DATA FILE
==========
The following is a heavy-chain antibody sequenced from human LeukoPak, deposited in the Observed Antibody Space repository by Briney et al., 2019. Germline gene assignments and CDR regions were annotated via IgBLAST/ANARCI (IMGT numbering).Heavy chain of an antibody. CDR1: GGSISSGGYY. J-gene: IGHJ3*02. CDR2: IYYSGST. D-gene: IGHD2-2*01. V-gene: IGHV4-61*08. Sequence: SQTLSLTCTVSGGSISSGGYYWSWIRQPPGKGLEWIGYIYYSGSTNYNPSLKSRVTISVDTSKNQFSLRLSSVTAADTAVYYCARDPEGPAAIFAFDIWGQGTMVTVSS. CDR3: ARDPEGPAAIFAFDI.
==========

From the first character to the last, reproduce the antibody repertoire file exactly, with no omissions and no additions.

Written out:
The following is a heavy-chain antibody sequenced from human LeukoPak, deposited in the Observed Antibody Space repository by Briney et al., 2019. Germline gene assignments and CDR regions were annotated via IgBLAST/ANARCI (IMGT numbering).Heavy chain of an antibody. CDR1: GGSISSGGYY. J-gene: IGHJ3*02. CDR2: IYYSGST. D-gene: IGHD2-2*01. V-gene: IGHV4-61*08. Sequence: SQTLSLTCTVSGGSISSGGYYWSWIRQPPGKGLEWIGYIYYSGSTNYNPSLKSRVTISVDTSKNQFSLRLSSVTAADTAVYYCARDPEGPAAIFAFDIWGQGTMVTVSS. CDR3: ARDPEGPAAIFAFDI.